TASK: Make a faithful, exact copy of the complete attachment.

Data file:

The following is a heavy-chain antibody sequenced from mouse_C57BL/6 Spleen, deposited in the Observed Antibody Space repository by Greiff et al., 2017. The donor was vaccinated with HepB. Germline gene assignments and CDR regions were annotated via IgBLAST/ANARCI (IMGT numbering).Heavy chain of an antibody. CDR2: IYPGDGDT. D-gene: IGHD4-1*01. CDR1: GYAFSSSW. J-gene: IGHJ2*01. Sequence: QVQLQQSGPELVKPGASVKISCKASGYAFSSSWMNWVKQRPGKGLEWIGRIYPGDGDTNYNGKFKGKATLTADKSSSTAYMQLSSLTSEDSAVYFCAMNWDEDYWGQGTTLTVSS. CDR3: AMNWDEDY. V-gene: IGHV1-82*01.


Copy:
The following is a heavy-chain antibody sequenced from mouse_C57BL/6 Spleen, deposited in the Observed Antibody Space repository by Greiff et al., 2017. The donor was vaccinated with HepB. Germline gene assignments and CDR regions were annotated via IgBLAST/ANARCI (IMGT numbering).Heavy chain of an antibody. CDR2: IYPGDGDT. D-gene: IGHD4-1*01. CDR1: GYAFSSSW. J-gene: IGHJ2*01. Sequence: QVQLQQSGPELVKPGASVKISCKASGYAFSSSWMNWVKQRPGKGLEWIGRIYPGDGDTNYNGKFKGKATLTADKSSSTAYMQLSSLTSEDSAVYFCAMNWDEDYWGQGTTLTVSS. CDR3: AMNWDEDY. V-gene: IGHV1-82*01.